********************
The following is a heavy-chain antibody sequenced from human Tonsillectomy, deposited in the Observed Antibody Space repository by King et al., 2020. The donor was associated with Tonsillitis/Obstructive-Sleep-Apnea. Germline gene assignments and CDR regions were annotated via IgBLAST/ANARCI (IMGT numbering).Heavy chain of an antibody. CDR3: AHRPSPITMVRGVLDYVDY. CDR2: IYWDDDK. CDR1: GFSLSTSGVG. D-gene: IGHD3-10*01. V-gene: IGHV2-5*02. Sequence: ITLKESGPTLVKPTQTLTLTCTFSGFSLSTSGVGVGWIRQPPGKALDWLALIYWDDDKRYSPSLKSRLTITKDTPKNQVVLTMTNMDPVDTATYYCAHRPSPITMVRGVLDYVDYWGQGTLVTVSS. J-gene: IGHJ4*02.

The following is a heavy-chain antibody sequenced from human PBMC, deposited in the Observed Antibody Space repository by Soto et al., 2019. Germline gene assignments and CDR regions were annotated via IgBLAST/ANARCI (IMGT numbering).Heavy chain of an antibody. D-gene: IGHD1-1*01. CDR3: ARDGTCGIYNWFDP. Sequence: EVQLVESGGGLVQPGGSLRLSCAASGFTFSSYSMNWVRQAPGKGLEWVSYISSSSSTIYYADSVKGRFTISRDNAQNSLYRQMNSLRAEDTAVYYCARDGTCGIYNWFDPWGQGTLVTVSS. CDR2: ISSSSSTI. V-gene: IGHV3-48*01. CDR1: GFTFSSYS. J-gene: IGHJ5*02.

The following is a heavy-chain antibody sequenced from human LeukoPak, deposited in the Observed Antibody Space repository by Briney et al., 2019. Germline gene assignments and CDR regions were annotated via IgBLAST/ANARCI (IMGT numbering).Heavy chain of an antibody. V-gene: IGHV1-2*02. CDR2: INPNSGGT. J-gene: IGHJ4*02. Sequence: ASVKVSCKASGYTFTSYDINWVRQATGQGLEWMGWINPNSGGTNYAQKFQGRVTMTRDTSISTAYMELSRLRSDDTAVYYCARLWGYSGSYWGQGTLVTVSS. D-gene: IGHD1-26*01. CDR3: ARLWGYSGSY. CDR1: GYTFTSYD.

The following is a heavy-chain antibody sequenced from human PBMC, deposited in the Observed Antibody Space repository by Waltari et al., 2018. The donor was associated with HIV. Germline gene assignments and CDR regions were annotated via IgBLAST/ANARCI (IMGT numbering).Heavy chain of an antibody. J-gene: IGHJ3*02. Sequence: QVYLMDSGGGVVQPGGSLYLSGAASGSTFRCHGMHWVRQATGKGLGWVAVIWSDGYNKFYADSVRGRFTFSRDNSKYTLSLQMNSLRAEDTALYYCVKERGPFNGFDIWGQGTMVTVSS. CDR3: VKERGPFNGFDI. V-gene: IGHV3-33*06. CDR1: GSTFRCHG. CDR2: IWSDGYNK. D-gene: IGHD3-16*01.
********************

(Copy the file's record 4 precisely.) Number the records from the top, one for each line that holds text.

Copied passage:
The following is a heavy-chain antibody sequenced from human PBMC, deposited in the Observed Antibody Space repository by Waltari et al., 2018. The donor was associated with HIV. Germline gene assignments and CDR regions were annotated via IgBLAST/ANARCI (IMGT numbering).Heavy chain of an antibody. J-gene: IGHJ3*02. Sequence: QVYLMDSGGGVVQPGGSLYLSGAASGSTFRCHGMHWVRQATGKGLGWVAVIWSDGYNKFYADSVRGRFTFSRDNSKYTLSLQMNSLRAEDTALYYCVKERGPFNGFDIWGQGTMVTVSS. CDR3: VKERGPFNGFDI. V-gene: IGHV3-33*06. CDR1: GSTFRCHG. CDR2: IWSDGYNK. D-gene: IGHD3-16*01.